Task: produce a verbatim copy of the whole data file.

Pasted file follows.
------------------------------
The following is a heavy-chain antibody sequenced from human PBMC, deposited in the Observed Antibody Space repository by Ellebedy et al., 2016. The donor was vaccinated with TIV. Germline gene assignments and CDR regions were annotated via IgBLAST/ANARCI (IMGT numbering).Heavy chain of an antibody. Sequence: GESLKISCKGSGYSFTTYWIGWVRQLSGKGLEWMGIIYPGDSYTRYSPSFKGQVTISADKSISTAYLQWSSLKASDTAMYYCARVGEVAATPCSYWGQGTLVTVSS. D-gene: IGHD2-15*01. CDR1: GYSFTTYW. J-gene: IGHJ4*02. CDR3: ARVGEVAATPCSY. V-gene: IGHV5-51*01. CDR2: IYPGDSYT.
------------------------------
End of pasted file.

The following is a heavy-chain antibody sequenced from human PBMC, deposited in the Observed Antibody Space repository by Ellebedy et al., 2016. The donor was vaccinated with TIV. Germline gene assignments and CDR regions were annotated via IgBLAST/ANARCI (IMGT numbering).Heavy chain of an antibody. Sequence: GESLKISCKGSGYSFTTYWIGWVRQLSGKGLEWMGIIYPGDSYTRYSPSFKGQVTISADKSISTAYLQWSSLKASDTAMYYCARVGEVAATPCSYWGQGTLVTVSS. D-gene: IGHD2-15*01. CDR1: GYSFTTYW. J-gene: IGHJ4*02. CDR3: ARVGEVAATPCSY. V-gene: IGHV5-51*01. CDR2: IYPGDSYT.